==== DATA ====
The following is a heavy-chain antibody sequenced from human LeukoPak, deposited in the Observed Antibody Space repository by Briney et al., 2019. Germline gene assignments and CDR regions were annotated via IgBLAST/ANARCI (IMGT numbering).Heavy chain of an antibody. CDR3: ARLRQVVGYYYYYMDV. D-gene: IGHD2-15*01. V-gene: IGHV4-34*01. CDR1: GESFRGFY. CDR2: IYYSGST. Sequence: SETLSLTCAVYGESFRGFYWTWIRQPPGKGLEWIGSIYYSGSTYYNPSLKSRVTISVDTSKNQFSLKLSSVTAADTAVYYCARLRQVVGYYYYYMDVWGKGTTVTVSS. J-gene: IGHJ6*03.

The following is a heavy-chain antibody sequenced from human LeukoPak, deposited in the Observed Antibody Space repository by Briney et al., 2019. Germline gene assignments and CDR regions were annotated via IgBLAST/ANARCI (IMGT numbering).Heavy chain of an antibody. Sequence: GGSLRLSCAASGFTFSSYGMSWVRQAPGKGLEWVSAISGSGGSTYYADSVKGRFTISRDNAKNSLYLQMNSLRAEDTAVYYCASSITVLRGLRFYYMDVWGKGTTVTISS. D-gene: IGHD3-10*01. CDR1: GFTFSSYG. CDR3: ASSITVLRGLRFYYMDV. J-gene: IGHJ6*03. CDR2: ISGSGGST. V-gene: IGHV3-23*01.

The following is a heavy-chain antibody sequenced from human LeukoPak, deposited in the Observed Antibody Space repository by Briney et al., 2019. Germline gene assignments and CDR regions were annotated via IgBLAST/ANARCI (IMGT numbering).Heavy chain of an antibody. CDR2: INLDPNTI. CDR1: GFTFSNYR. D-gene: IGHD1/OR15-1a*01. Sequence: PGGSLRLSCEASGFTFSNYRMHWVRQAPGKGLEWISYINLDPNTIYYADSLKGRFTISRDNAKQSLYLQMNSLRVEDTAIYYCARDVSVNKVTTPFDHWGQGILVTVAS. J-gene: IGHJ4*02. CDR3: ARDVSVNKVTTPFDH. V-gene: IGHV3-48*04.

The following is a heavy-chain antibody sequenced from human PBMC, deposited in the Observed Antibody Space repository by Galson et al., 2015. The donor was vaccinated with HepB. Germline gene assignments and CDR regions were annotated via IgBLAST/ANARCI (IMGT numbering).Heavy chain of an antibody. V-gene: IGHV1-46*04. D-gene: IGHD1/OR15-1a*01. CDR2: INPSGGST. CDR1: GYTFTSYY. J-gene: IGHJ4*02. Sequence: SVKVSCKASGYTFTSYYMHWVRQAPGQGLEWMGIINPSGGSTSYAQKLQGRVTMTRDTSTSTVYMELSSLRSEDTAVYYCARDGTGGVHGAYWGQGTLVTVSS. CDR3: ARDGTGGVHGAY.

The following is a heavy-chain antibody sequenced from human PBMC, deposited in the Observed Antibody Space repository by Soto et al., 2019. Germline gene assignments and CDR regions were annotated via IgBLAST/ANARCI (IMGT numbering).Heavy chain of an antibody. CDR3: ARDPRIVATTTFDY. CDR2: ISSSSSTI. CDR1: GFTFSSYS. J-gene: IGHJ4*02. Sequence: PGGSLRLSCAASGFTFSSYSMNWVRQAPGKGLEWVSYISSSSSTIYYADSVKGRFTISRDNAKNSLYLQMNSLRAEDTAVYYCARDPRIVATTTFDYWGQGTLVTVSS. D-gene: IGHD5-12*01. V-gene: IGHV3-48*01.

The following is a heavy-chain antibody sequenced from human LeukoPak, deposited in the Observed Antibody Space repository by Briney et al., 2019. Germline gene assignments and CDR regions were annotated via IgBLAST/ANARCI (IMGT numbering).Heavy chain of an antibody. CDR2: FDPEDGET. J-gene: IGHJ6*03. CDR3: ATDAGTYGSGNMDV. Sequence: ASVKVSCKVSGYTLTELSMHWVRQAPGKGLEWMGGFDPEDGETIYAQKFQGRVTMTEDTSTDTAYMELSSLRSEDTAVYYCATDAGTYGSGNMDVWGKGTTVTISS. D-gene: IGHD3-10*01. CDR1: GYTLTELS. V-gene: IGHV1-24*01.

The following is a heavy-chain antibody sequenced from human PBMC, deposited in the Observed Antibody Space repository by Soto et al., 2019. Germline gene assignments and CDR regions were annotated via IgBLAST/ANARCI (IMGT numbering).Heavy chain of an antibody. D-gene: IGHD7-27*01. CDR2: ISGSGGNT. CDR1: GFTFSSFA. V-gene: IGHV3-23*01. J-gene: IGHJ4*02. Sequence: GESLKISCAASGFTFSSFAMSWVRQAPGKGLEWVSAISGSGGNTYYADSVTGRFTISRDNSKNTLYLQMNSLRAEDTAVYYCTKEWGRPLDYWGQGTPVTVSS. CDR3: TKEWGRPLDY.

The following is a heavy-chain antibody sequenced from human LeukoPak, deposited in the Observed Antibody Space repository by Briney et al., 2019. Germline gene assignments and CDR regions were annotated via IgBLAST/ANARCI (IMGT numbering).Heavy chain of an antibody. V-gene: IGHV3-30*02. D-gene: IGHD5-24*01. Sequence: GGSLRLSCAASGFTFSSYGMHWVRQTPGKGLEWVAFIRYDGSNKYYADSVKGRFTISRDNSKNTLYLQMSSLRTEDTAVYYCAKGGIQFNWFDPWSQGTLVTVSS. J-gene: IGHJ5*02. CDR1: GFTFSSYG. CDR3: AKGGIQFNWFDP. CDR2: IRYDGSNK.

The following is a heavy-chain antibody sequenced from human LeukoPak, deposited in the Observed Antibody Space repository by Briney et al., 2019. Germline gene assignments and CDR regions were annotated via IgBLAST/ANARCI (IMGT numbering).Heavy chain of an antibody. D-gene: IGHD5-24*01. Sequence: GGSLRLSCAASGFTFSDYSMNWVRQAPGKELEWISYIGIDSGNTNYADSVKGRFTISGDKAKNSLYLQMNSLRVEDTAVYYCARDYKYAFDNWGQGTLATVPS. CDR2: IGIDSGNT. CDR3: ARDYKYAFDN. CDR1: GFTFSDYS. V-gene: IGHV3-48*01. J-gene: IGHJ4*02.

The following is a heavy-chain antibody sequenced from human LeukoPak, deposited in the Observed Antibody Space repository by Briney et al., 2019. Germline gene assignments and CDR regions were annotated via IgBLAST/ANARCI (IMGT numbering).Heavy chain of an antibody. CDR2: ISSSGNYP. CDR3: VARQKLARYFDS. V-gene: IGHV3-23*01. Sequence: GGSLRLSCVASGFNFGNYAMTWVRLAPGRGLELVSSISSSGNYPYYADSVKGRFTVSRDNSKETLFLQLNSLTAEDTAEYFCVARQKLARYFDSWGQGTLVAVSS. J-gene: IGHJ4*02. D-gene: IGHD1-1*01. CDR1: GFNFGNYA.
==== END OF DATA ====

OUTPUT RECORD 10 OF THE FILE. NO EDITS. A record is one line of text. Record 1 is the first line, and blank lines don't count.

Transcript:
The following is a heavy-chain antibody sequenced from human LeukoPak, deposited in the Observed Antibody Space repository by Briney et al., 2019. Germline gene assignments and CDR regions were annotated via IgBLAST/ANARCI (IMGT numbering).Heavy chain of an antibody. CDR2: ISSSGNYP. CDR3: VARQKLARYFDS. V-gene: IGHV3-23*01. Sequence: GGSLRLSCVASGFNFGNYAMTWVRLAPGRGLELVSSISSSGNYPYYADSVKGRFTVSRDNSKETLFLQLNSLTAEDTAEYFCVARQKLARYFDSWGQGTLVAVSS. J-gene: IGHJ4*02. D-gene: IGHD1-1*01. CDR1: GFNFGNYA.